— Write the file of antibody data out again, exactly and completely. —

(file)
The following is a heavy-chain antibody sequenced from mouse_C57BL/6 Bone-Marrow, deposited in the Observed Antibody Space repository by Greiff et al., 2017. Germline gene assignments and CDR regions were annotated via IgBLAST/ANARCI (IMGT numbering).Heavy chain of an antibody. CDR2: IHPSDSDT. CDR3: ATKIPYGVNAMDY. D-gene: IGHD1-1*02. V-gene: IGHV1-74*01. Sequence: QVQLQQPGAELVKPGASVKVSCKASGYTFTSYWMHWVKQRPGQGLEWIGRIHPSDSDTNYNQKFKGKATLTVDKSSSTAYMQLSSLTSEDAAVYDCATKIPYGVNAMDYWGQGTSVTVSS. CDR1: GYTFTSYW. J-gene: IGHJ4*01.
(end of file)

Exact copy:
The following is a heavy-chain antibody sequenced from mouse_C57BL/6 Bone-Marrow, deposited in the Observed Antibody Space repository by Greiff et al., 2017. Germline gene assignments and CDR regions were annotated via IgBLAST/ANARCI (IMGT numbering).Heavy chain of an antibody. CDR2: IHPSDSDT. CDR3: ATKIPYGVNAMDY. D-gene: IGHD1-1*02. V-gene: IGHV1-74*01. Sequence: QVQLQQPGAELVKPGASVKVSCKASGYTFTSYWMHWVKQRPGQGLEWIGRIHPSDSDTNYNQKFKGKATLTVDKSSSTAYMQLSSLTSEDAAVYDCATKIPYGVNAMDYWGQGTSVTVSS. CDR1: GYTFTSYW. J-gene: IGHJ4*01.